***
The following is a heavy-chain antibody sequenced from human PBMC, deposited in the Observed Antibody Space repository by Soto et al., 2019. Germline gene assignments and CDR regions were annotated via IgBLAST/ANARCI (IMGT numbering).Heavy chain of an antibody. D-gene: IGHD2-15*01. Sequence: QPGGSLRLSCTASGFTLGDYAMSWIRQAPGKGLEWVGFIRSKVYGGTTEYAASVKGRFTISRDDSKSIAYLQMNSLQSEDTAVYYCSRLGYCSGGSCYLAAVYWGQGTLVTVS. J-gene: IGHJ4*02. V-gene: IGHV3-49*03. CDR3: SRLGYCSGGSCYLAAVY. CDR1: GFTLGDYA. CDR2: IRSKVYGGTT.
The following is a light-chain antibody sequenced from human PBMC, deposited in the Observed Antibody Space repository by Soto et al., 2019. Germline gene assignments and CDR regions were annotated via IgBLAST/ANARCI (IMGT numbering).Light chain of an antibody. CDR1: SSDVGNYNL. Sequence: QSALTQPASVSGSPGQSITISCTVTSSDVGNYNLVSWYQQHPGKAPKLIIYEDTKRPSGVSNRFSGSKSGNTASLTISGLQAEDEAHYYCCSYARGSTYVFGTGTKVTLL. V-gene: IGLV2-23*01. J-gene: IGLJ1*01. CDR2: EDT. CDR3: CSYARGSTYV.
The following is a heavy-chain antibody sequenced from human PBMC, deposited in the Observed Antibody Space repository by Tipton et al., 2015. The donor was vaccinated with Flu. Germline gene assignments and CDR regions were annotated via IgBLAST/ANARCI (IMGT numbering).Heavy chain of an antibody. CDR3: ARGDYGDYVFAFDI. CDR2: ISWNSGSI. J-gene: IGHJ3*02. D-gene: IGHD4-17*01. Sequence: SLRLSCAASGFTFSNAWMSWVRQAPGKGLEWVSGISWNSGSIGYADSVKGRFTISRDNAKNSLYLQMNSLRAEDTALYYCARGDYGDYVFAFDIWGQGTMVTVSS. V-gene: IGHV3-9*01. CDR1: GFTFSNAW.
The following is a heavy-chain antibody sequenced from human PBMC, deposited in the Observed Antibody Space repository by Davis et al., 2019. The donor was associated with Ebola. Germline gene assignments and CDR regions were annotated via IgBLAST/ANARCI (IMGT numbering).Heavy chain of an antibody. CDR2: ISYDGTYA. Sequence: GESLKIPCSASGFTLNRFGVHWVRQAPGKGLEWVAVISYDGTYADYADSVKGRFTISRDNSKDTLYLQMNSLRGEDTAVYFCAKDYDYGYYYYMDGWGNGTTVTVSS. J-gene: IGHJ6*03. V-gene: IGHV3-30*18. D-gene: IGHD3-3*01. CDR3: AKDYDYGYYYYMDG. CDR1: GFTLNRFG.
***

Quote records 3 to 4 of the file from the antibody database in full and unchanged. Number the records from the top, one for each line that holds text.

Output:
The following is a heavy-chain antibody sequenced from human PBMC, deposited in the Observed Antibody Space repository by Tipton et al., 2015. The donor was vaccinated with Flu. Germline gene assignments and CDR regions were annotated via IgBLAST/ANARCI (IMGT numbering).Heavy chain of an antibody. CDR3: ARGDYGDYVFAFDI. CDR2: ISWNSGSI. J-gene: IGHJ3*02. D-gene: IGHD4-17*01. Sequence: SLRLSCAASGFTFSNAWMSWVRQAPGKGLEWVSGISWNSGSIGYADSVKGRFTISRDNAKNSLYLQMNSLRAEDTALYYCARGDYGDYVFAFDIWGQGTMVTVSS. V-gene: IGHV3-9*01. CDR1: GFTFSNAW.
The following is a heavy-chain antibody sequenced from human PBMC, deposited in the Observed Antibody Space repository by Davis et al., 2019. The donor was associated with Ebola. Germline gene assignments and CDR regions were annotated via IgBLAST/ANARCI (IMGT numbering).Heavy chain of an antibody. CDR2: ISYDGTYA. Sequence: GESLKIPCSASGFTLNRFGVHWVRQAPGKGLEWVAVISYDGTYADYADSVKGRFTISRDNSKDTLYLQMNSLRGEDTAVYFCAKDYDYGYYYYMDGWGNGTTVTVSS. J-gene: IGHJ6*03. V-gene: IGHV3-30*18. D-gene: IGHD3-3*01. CDR3: AKDYDYGYYYYMDG. CDR1: GFTLNRFG.